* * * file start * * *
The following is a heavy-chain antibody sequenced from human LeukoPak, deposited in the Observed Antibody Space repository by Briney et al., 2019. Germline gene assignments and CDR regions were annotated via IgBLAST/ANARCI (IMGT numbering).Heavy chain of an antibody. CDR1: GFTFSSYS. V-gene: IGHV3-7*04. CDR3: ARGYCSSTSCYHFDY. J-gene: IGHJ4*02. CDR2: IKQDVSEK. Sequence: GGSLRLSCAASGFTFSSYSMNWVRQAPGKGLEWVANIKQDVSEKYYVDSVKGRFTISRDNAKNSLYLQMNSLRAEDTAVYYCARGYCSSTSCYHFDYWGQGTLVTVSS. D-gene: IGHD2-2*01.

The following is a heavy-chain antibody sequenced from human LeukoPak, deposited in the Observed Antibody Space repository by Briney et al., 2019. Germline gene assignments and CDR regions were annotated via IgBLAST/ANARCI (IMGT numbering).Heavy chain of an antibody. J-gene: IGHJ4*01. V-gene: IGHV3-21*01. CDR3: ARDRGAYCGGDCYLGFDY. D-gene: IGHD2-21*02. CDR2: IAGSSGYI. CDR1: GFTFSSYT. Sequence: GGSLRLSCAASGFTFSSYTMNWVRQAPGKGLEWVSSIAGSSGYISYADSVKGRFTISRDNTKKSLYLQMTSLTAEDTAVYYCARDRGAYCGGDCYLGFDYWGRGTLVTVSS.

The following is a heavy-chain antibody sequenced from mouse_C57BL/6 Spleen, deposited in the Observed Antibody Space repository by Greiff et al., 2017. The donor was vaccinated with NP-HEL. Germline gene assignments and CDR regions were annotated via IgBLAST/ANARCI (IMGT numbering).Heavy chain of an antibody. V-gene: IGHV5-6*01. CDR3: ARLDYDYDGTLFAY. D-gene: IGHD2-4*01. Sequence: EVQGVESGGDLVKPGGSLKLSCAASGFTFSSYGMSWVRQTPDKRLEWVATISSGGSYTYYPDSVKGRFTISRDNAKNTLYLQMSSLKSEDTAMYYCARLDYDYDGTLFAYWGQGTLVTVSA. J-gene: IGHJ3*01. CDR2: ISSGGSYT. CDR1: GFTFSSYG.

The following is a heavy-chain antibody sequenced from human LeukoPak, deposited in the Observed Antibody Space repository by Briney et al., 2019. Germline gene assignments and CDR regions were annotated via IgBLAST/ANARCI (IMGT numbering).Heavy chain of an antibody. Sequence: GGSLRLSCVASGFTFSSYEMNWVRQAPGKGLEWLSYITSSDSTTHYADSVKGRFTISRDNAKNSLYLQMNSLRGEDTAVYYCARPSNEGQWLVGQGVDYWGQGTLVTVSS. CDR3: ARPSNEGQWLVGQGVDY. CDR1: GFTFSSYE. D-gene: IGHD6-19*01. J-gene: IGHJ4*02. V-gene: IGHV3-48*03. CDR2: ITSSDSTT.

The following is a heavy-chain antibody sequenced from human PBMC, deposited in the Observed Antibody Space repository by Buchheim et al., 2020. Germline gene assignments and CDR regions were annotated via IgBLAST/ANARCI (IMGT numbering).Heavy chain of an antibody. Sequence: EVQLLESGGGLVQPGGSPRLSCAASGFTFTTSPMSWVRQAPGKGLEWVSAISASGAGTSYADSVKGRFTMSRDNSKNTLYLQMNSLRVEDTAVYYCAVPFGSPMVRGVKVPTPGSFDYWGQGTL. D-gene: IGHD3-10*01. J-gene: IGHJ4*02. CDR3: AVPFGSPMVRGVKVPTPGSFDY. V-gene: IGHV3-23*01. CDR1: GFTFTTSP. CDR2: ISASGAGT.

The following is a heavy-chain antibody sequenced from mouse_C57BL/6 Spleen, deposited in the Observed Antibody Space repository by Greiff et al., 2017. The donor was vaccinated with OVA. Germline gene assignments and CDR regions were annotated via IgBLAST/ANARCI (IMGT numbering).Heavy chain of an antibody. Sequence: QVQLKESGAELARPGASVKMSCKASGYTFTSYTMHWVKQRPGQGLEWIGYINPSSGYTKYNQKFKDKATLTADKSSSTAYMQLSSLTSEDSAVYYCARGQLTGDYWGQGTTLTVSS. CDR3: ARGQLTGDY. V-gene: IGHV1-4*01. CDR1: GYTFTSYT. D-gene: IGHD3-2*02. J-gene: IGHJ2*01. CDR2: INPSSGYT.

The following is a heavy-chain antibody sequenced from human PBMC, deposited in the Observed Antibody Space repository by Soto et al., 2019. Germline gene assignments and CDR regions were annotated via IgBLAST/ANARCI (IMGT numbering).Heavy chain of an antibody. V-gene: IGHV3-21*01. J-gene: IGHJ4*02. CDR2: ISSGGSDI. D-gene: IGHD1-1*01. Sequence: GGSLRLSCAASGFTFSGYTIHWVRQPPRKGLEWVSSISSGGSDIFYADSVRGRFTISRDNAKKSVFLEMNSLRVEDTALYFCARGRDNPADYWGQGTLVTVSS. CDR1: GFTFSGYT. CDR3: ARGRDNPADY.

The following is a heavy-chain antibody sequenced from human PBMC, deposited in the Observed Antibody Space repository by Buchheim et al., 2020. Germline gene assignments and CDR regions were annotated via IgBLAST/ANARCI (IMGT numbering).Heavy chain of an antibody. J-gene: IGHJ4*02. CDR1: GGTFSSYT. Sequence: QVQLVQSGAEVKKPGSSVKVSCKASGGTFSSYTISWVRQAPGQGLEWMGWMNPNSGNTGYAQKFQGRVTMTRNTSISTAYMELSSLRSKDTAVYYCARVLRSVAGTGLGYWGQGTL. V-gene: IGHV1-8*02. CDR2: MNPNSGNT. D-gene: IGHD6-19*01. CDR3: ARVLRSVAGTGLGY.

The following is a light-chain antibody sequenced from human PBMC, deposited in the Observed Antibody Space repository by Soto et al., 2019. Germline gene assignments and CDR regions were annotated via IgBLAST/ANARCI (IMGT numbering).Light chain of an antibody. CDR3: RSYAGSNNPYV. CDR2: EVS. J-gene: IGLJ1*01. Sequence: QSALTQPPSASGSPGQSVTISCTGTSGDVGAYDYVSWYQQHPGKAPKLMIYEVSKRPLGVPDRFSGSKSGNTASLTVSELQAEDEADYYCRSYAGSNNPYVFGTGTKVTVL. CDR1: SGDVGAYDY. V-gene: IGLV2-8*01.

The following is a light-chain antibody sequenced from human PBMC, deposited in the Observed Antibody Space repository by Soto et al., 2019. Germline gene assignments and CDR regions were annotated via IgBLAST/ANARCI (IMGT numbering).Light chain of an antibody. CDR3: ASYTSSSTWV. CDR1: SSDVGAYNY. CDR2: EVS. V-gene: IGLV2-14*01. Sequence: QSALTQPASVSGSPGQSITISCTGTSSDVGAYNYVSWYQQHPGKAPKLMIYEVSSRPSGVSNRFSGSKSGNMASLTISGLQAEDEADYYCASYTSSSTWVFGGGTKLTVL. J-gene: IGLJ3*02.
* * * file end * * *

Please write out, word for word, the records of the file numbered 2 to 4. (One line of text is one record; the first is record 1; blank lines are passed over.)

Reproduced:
The following is a heavy-chain antibody sequenced from human LeukoPak, deposited in the Observed Antibody Space repository by Briney et al., 2019. Germline gene assignments and CDR regions were annotated via IgBLAST/ANARCI (IMGT numbering).Heavy chain of an antibody. J-gene: IGHJ4*01. V-gene: IGHV3-21*01. CDR3: ARDRGAYCGGDCYLGFDY. D-gene: IGHD2-21*02. CDR2: IAGSSGYI. CDR1: GFTFSSYT. Sequence: GGSLRLSCAASGFTFSSYTMNWVRQAPGKGLEWVSSIAGSSGYISYADSVKGRFTISRDNTKKSLYLQMTSLTAEDTAVYYCARDRGAYCGGDCYLGFDYWGRGTLVTVSS.

The following is a heavy-chain antibody sequenced from mouse_C57BL/6 Spleen, deposited in the Observed Antibody Space repository by Greiff et al., 2017. The donor was vaccinated with NP-HEL. Germline gene assignments and CDR regions were annotated via IgBLAST/ANARCI (IMGT numbering).Heavy chain of an antibody. V-gene: IGHV5-6*01. CDR3: ARLDYDYDGTLFAY. D-gene: IGHD2-4*01. Sequence: EVQGVESGGDLVKPGGSLKLSCAASGFTFSSYGMSWVRQTPDKRLEWVATISSGGSYTYYPDSVKGRFTISRDNAKNTLYLQMSSLKSEDTAMYYCARLDYDYDGTLFAYWGQGTLVTVSA. J-gene: IGHJ3*01. CDR2: ISSGGSYT. CDR1: GFTFSSYG.

The following is a heavy-chain antibody sequenced from human LeukoPak, deposited in the Observed Antibody Space repository by Briney et al., 2019. Germline gene assignments and CDR regions were annotated via IgBLAST/ANARCI (IMGT numbering).Heavy chain of an antibody. Sequence: GGSLRLSCVASGFTFSSYEMNWVRQAPGKGLEWLSYITSSDSTTHYADSVKGRFTISRDNAKNSLYLQMNSLRGEDTAVYYCARPSNEGQWLVGQGVDYWGQGTLVTVSS. CDR3: ARPSNEGQWLVGQGVDY. CDR1: GFTFSSYE. D-gene: IGHD6-19*01. J-gene: IGHJ4*02. V-gene: IGHV3-48*03. CDR2: ITSSDSTT.